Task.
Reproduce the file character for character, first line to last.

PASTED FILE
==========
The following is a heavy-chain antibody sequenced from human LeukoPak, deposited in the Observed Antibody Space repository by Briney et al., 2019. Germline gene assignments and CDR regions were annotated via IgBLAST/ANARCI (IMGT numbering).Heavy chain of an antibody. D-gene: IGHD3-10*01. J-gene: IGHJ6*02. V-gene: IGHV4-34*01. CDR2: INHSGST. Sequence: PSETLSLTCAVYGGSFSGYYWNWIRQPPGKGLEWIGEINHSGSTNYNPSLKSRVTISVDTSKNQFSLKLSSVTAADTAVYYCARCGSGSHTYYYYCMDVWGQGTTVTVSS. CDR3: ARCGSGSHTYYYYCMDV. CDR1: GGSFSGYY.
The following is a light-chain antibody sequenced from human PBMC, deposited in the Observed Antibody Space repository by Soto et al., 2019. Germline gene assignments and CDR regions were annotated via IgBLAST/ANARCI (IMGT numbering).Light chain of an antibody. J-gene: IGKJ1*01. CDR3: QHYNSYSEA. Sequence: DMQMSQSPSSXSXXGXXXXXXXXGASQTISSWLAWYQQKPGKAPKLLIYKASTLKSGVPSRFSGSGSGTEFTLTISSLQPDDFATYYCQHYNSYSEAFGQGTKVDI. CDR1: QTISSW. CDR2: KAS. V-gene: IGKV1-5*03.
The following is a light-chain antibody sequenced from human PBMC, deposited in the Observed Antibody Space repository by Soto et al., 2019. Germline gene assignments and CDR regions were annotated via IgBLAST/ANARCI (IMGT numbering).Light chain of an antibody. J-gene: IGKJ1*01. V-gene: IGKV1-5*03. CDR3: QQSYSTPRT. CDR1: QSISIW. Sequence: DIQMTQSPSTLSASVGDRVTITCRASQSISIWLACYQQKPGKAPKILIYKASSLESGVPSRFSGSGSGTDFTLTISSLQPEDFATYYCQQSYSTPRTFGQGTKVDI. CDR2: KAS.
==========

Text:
The following is a heavy-chain antibody sequenced from human LeukoPak, deposited in the Observed Antibody Space repository by Briney et al., 2019. Germline gene assignments and CDR regions were annotated via IgBLAST/ANARCI (IMGT numbering).Heavy chain of an antibody. D-gene: IGHD3-10*01. J-gene: IGHJ6*02. V-gene: IGHV4-34*01. CDR2: INHSGST. Sequence: PSETLSLTCAVYGGSFSGYYWNWIRQPPGKGLEWIGEINHSGSTNYNPSLKSRVTISVDTSKNQFSLKLSSVTAADTAVYYCARCGSGSHTYYYYCMDVWGQGTTVTVSS. CDR3: ARCGSGSHTYYYYCMDV. CDR1: GGSFSGYY.
The following is a light-chain antibody sequenced from human PBMC, deposited in the Observed Antibody Space repository by Soto et al., 2019. Germline gene assignments and CDR regions were annotated via IgBLAST/ANARCI (IMGT numbering).Light chain of an antibody. J-gene: IGKJ1*01. CDR3: QHYNSYSEA. Sequence: DMQMSQSPSSXSXXGXXXXXXXXGASQTISSWLAWYQQKPGKAPKLLIYKASTLKSGVPSRFSGSGSGTEFTLTISSLQPDDFATYYCQHYNSYSEAFGQGTKVDI. CDR1: QTISSW. CDR2: KAS. V-gene: IGKV1-5*03.
The following is a light-chain antibody sequenced from human PBMC, deposited in the Observed Antibody Space repository by Soto et al., 2019. Germline gene assignments and CDR regions were annotated via IgBLAST/ANARCI (IMGT numbering).Light chain of an antibody. J-gene: IGKJ1*01. V-gene: IGKV1-5*03. CDR3: QQSYSTPRT. CDR1: QSISIW. Sequence: DIQMTQSPSTLSASVGDRVTITCRASQSISIWLACYQQKPGKAPKILIYKASSLESGVPSRFSGSGSGTDFTLTISSLQPEDFATYYCQQSYSTPRTFGQGTKVDI. CDR2: KAS.